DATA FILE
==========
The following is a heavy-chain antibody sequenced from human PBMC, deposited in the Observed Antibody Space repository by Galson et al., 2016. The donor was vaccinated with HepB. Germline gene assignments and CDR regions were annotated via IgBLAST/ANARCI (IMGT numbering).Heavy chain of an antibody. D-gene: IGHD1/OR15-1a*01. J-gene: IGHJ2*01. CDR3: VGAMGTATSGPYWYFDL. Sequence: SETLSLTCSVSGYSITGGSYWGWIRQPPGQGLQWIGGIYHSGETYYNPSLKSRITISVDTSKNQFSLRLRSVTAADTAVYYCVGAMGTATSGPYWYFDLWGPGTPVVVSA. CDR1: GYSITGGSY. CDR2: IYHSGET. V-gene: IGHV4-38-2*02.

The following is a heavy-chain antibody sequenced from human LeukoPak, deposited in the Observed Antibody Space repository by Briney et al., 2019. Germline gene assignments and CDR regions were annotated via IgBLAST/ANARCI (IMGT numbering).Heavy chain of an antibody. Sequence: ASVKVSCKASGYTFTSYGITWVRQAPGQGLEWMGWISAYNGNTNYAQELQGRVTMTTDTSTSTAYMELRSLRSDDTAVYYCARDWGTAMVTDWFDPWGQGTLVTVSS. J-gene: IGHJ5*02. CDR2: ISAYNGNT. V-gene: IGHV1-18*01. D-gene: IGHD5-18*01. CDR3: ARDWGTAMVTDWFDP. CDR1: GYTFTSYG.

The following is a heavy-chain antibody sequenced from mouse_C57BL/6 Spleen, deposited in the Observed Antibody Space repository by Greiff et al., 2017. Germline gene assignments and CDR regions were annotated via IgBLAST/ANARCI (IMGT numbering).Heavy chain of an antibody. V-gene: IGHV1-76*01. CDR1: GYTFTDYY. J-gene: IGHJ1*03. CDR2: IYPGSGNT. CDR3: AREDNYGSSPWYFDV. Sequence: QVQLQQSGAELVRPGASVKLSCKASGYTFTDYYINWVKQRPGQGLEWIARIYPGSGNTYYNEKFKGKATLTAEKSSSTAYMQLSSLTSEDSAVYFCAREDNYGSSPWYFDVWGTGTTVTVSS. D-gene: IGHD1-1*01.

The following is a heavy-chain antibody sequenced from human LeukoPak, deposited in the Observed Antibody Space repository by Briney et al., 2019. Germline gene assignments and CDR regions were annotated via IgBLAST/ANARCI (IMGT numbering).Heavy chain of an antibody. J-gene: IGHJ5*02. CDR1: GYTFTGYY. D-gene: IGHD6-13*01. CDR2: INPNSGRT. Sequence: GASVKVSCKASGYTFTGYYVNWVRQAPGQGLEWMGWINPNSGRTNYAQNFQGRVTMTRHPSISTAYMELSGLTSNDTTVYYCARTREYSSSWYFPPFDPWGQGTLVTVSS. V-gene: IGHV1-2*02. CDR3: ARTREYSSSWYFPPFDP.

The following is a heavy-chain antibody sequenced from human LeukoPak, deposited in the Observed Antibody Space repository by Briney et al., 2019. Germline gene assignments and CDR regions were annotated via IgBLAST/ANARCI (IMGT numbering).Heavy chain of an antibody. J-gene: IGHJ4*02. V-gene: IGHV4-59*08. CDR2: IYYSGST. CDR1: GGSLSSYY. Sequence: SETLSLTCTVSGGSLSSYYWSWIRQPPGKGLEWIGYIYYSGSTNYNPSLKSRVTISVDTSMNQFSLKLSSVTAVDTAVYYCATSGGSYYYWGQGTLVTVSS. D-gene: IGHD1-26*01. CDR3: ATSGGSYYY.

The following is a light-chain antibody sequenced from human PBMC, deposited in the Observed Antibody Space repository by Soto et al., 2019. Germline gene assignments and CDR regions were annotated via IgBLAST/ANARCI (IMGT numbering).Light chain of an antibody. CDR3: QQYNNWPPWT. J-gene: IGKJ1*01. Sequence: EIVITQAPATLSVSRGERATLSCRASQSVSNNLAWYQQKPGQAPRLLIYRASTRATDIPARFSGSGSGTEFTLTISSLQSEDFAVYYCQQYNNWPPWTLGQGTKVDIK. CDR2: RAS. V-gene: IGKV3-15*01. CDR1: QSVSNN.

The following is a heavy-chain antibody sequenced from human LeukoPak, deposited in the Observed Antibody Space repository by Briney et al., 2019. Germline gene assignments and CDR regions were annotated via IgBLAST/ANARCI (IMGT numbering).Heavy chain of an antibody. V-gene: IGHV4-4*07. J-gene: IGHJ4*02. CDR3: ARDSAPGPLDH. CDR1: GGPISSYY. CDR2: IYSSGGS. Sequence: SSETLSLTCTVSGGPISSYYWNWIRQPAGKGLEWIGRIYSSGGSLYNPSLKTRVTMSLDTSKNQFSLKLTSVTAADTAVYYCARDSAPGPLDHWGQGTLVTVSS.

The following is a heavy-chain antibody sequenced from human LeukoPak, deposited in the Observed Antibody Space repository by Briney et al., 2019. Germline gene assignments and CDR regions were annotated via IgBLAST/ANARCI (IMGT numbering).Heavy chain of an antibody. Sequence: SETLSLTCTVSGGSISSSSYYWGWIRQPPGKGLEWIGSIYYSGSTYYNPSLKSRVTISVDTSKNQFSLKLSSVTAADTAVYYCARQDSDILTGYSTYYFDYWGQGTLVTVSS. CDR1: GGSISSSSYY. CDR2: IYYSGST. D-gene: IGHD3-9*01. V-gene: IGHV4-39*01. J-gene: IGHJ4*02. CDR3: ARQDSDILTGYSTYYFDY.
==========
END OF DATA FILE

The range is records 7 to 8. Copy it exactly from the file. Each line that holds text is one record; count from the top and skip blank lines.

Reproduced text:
The following is a heavy-chain antibody sequenced from human LeukoPak, deposited in the Observed Antibody Space repository by Briney et al., 2019. Germline gene assignments and CDR regions were annotated via IgBLAST/ANARCI (IMGT numbering).Heavy chain of an antibody. V-gene: IGHV4-4*07. J-gene: IGHJ4*02. CDR3: ARDSAPGPLDH. CDR1: GGPISSYY. CDR2: IYSSGGS. Sequence: SSETLSLTCTVSGGPISSYYWNWIRQPAGKGLEWIGRIYSSGGSLYNPSLKTRVTMSLDTSKNQFSLKLTSVTAADTAVYYCARDSAPGPLDHWGQGTLVTVSS.

The following is a heavy-chain antibody sequenced from human LeukoPak, deposited in the Observed Antibody Space repository by Briney et al., 2019. Germline gene assignments and CDR regions were annotated via IgBLAST/ANARCI (IMGT numbering).Heavy chain of an antibody. Sequence: SETLSLTCTVSGGSISSSSYYWGWIRQPPGKGLEWIGSIYYSGSTYYNPSLKSRVTISVDTSKNQFSLKLSSVTAADTAVYYCARQDSDILTGYSTYYFDYWGQGTLVTVSS. CDR1: GGSISSSSYY. CDR2: IYYSGST. D-gene: IGHD3-9*01. V-gene: IGHV4-39*01. J-gene: IGHJ4*02. CDR3: ARQDSDILTGYSTYYFDY.